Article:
Spot the fallacy: ad hominem. Berri and Simmons may be "academic economists" but they're also the people who wrote a whole damn book attempting to justify Dennis Rodman as one of the greatest players of all time and basically fudged their way to an arbitrary metric or two that the basketball statistics community very politely ripped to shreds. I'm inherently skeptical of their work since Wages of Wins was those guys applying a lot of advanced statistics to reach an obviously dumb conclusion. (Presenting: a very complicated mathy explosion of the idea that Rodman was particularly valuable.) If there was going to be a brilliantly written fisk blog dedicated to tearing statistical zealots a new orifice it would be called "Fire David Berri."
So… yeah. Just because two guys have a lot of complicated metrics that say one thing doesn't mean much to me when they've got the track record they do.
Don't re-write history plz. This site's had a love-hate relationship with Jay Bilas ever since Tommy Amaker started flailing about towards the end of his tenure at Michigan. Bilas is one of the best color guys in college basketball, a genuinely smart guy who adds a lot of value to the games he broadcasts. He was also totally insane about Michigan's supposed lack of support for Amaker, and when Manny Harris made a basketball move that no one on the opposing team said was dirty, he went off on him. Why? I don't know. It sounds like Bilas doesn't even know:
There are times in dealing with coaches and players you have a relationship with and dealing with comments you get off the record. That's where you hope your best judgment comes in. I worked with Manny Harris of Michigan two summers ago. I have not worked with or been around a better kid. Last year, he was involved in an elbowing incident and I was pretty hard on him. I could have sat there and said, 'Great kid, let's dismiss it,' but I didn't. I said what I thought and I had a lot of critical comments from Michigan fans. But I didn't know any other way to handle it. I worked with Manny again this summer and we joked about it. Adults don't handle that situation better than he handled it. I wish I had the poise that kid has.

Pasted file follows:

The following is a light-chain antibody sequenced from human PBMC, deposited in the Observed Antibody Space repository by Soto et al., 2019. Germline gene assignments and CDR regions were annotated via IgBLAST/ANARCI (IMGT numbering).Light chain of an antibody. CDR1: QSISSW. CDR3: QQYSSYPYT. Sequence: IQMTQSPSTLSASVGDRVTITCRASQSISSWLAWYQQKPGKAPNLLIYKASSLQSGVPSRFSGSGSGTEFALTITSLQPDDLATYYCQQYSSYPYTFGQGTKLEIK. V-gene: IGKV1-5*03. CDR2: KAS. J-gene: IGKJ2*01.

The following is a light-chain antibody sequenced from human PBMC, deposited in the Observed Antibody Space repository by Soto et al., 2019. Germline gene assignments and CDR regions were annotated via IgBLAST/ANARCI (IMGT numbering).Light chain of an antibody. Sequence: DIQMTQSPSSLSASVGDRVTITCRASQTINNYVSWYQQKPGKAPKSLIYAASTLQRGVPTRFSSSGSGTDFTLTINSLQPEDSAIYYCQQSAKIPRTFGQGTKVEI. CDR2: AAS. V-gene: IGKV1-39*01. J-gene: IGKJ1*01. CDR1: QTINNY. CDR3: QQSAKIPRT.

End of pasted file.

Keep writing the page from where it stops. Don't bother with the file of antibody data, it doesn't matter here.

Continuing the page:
Bilas got a lot of critical comments from Michigan fans—including in this space—because he absolutely deserved every last one for misrepresenting his play, especially given his reaction to a far more flagrantly unsportsmanlike act committed by his alma mater:
Bilas on his relationship with Duke:
"If I criticize Duke when I think it's warranted, I don't particular care whether they like it or not. As long as I am confident in what I say and the judgment I made, I will stick up for what I say. If I am wrong, I will say I'm wrong, and I am wrong on occasion."
That's… well… tough to defend. Bilas was wrong about Manny Harris…
"I respect his right to protect his kid and stand up for him, and I respect that, but that doesn't mean I have to buy it. I don't buy it. I saw (the play) 100 times. That's not a basketball play. That's not the way the game is played. How many games are played every day, high school, college or pro, and players execute rip-through moves, and how many noses are broken?"
…and has yet to say so.
Etc.: I think I had beef with "Cold Hard Football Facts" at some point in the past—maybe they repeated the Brady-didn't-start myth?—but their breakdown of the disparate reactions to the Belichick forth-and-two between the mainstream media and the blogosphere is awesome. Well known national sportswriters actually think "fourth and jackass" is funny and on point. From the MB: every OSU torrent in the universe that you'd want to download. Smart Football has thoughts on people's thinking about Belichick.